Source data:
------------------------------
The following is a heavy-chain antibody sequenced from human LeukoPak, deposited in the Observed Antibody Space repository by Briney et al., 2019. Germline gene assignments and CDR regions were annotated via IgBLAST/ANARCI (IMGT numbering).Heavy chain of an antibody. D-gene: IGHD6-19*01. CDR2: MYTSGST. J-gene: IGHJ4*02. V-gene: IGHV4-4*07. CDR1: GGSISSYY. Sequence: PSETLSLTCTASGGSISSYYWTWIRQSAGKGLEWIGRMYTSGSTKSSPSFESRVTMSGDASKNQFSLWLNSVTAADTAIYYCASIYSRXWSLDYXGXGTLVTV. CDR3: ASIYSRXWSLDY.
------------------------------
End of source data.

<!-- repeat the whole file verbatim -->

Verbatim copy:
The following is a heavy-chain antibody sequenced from human LeukoPak, deposited in the Observed Antibody Space repository by Briney et al., 2019. Germline gene assignments and CDR regions were annotated via IgBLAST/ANARCI (IMGT numbering).Heavy chain of an antibody. D-gene: IGHD6-19*01. CDR2: MYTSGST. J-gene: IGHJ4*02. V-gene: IGHV4-4*07. CDR1: GGSISSYY. Sequence: PSETLSLTCTASGGSISSYYWTWIRQSAGKGLEWIGRMYTSGSTKSSPSFESRVTMSGDASKNQFSLWLNSVTAADTAIYYCASIYSRXWSLDYXGXGTLVTV. CDR3: ASIYSRXWSLDY.